The federal investigation into McDonald’s use of temporary foreign workers has widened to several other locations, as more local workers speak out about feeling sidelined and shortchanged.
“I feel it’s definitely discrimination against Canadians,” said Chris Eldridge, from Lethbridge, Alta.
Eldridge just quit his managerial job for six McDonald’s locations in Alberta, because he said he could no longer stomach denying local employees much-needed shifts to accommodate temporary foreign workers.
“Honestly, some days I wonder, is this still Canada? Everyone is supposed to have equal rights.”
Eldridge was a manager who did the worker scheduling for McDonald’s franchisee Dan Brown. He’s also upset about differences in pay. Many foreign workers started at $10.80 an hour, he said, while local employees doing the same job made less.
Federal rules stipulate that foreign workers coming in to Lethbridge as food service attendants must make at least the “prevailing wage” of $10.41. However, immigration lawyers told Go Public local employees doing the same job are not supposed to be paid less or lose hours as a result.
“I was instructed to ensure, based on the contracts the foreign workers had signed, that they would be guaranteed full-time hours, no questions asked,” said Eldridge, who said that meant he had to shortchange Canadian employees.
Federal investigators dispatched
As a result of our inquiries, Employment Minister Jason Kenney’s office said the “urgent investigation” launched last week after Go Public’s story about a Victoria McDonald’s franchise has been expanded.
“Minister Kenney has expressed strong concerns about the potential abuse of the Temporary Foreign Worker Program to the head of human resources at McDonalds’ head office,” said a spokesperson from the minister’s office.
The minister’s office said franchises in Lethbridge and Parksville B.C. have been barred from applying to bring in any more temporary foreign workers, pending the outcome of the investigation.
“As soon as we became aware of these allegations, officials were directed to begin an urgent and immediate investigation. These cases are being investigated as urgently as the previous case in Victoria, including inspectors being dispatched,” said Kenney’s office.
“I was told [foreign workers] have better flexibility, they’re willing to do whatever they’re asked,” said Eldridge. “Because they were these amazing workers, they were given these [better] shifts.”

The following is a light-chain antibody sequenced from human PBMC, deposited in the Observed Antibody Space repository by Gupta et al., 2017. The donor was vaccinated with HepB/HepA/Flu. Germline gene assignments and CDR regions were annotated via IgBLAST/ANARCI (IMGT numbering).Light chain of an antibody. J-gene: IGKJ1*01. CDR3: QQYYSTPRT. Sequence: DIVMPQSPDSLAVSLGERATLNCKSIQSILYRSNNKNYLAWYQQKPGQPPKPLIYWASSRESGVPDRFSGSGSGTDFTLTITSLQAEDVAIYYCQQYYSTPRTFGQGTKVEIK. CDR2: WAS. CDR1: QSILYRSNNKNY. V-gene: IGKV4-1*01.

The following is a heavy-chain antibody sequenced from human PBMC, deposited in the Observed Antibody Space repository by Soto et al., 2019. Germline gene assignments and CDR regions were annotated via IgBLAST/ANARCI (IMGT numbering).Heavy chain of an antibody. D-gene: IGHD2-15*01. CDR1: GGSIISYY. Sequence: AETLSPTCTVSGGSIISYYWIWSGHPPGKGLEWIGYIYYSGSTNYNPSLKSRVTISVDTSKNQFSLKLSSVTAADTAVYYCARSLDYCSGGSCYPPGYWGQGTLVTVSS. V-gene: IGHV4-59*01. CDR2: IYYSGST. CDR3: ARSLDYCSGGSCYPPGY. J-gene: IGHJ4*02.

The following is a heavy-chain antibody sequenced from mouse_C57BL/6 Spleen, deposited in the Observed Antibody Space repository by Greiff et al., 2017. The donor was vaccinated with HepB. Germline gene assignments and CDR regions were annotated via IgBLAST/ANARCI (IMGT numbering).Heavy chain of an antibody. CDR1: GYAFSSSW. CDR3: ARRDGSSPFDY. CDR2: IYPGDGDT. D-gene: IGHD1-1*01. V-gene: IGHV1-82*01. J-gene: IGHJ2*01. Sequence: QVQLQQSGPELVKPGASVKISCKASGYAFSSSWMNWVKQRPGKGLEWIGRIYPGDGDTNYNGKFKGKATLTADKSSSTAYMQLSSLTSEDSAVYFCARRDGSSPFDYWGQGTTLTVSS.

Brown owns six Alberta fast food outlets in Lethbridge, one in Pincher Creek and one in Taber. He confirmed he has 90 temporary foreign workers on staff.
He denies telling Eldridge to cut local employee hours. However, Eldridge said his instructions came from other managers, who said they were speaking on Brown’s behalf. He said some local employees didn’t get enough work to pay their rent.
“I was constantly having that guilt on my chest, because I could be the reason someone might lose the place that they’re living in.”
Brown confirmed part-time local staffers make $9.95 per hour – less than the foreign workers — but he said full-timers are paid equally. He said full-time hours are now split evenly between local and foreign staff.
“I provide people with an opportunity to live and work in Canada and contribute to the Canadian economy,” Brown said. “Temporary foreign workers in my restaurants are very grateful for the opportunity.”
Foreigners live in ‘compound’
Eldridge said the foreign workers were recruited from Belize, the Philippines and Jamaica by Actyl Group, an international recruiter used by McDonald’s Canada. It charges employers up to $2,000 per worker it recruits.
Actyl’s job website is designed to attract foreign workers. It lists numerous ads for full-time jobs at McDonald’s. They all suggest Canadians can apply, but only for part-time work.
“The selected candidate is expected to work 40 hours per week with the possibility of overtime. Part-time applications from Canadians or people in Canada with their PR are also accepted,” the ads read.
Many of the open jobs currently on the Actyl site are not advertised on popular Canadian jobs sites like Kijiji. Linda West of Actyl said that is because those McDonald’s locations already have government approvals to hire foreign workers.
“We never give up on trying to recruit Canadians,” West said. “We have had adverts up for over a year without Canadians applying.”